Terms: Spr | Units: 5 | UG Reqs: GER:DB-Hum

ENGLISH 184E: Literary Text Mining

This course will train students in applied methods for computationally analyzing texts for humanities research. The skills students will gain will include basic programming for textual analysis, applied statistical evaluation of results and the ability to present these results within a formal research paper or presentation. As an introduction, students in this course will also learn the prerequisite steps of such an analysis including corpus selection and cleaning, metadata collection, and selecting and creating an appropriate visualization for the results.
Terms: Spr | Units: 5 | UG Reqs: GER:DB-Hum, WAY-AQR

ENGLISH 186: Tales of Three Cities: New York, Chicago, Los Angeles (AMSTUD 186)

How urban form and experience shape literary texts and how literary texts participate in the creation of place, through the literature of three American cities as they ascended to cultural and iconographical prominence: New York in the early to mid 19th century; Chicago in the late 19th and early 20th centuries; and Los Angeles in the mid to late 20th century.
Terms: Spr | Units: 5 | UG Reqs: GER:DB-Hum, GER:EC-AmerCul, WAY-A-II

ENGLISH 201: The Bible and Literature

Differences in translations of the Bible into English. Recognizing and interpreting biblical allusion in texts from the medieval to modern periods. Readings from the Bible and from British, Canadian, American, and African American, and African literature in English.
Terms: Win | Units: 5 | UG Reqs: GER:DB-Hum
Instructors: Parker, P. (PI)

ENGR 131: Ethical Issues in Engineering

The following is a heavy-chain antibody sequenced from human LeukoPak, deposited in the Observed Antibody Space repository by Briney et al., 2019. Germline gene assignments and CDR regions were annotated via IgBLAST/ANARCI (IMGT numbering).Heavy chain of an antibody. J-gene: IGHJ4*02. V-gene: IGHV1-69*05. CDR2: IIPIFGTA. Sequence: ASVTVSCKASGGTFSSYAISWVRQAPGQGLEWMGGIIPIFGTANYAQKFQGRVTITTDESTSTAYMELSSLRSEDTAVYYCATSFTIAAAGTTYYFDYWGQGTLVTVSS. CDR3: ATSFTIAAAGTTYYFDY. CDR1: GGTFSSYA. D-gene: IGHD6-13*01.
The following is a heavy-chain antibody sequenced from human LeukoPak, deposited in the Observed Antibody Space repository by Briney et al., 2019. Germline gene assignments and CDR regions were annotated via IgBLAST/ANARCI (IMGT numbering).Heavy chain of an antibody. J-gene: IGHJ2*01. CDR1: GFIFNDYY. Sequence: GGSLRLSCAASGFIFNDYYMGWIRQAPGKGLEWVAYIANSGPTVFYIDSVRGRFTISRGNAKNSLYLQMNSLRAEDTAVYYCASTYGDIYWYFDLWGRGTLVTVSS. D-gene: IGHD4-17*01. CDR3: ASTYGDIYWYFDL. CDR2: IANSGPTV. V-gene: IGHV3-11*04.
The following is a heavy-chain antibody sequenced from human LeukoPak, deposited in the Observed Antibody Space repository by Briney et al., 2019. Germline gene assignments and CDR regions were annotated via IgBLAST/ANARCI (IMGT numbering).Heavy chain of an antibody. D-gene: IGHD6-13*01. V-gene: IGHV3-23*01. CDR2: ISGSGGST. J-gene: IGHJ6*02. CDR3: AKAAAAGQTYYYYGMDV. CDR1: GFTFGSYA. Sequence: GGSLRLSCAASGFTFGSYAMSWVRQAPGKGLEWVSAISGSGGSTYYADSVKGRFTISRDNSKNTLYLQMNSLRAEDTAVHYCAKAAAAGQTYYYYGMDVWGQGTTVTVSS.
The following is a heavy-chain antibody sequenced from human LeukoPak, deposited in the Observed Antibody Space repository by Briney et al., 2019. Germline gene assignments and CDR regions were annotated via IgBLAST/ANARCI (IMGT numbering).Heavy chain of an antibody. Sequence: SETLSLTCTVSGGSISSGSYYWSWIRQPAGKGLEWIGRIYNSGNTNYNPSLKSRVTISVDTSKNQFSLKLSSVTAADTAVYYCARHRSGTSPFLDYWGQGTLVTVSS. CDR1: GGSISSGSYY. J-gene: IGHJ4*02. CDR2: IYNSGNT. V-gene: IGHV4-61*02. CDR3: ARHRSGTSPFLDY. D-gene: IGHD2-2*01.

Ethical responsibilities of engineers in relation to society, employers, colleagues, and clients; cost-benefit-risk analysis, safety, and informed consent; the ethics of whistleblowing; ethical issues that face engineers as expert witnesses, consultants, and managers; ethical issues in engineering research, design, testing, manufacturing, and operations; ethical issues arising from engineering work in foreign countries; and ethical issues arising from the social, cultural, and environmental contexts of contemporary engineering work. Historical and contemporary case studies. Limited enrollment. Students must attend and complete an application at the first class session.
Terms: Aut, Win, Spr | Units: 4 | UG Reqs: GER:DB-Hum, WAY-ER

ETHICSOC 20: Introduction to Moral Philosophy (PHIL 2)

What should I do with my life? What kind of person should I be? How should we treat others? What makes actions right or wrong? What is good and what is bad? What should we value? How should we organize society? Is there any reason to be moral? Is morality relative or subjective? How, if at all, can such questions be answered? Intensive introduction to theories and techniques in contemporary moral philosophy.
Terms: Win | Units: 5 | UG Reqs: GER:DB-Hum, GER:EC-EthicReas, WAY-A-II, WAY-ER
Instructors: Hussain, N. (PI)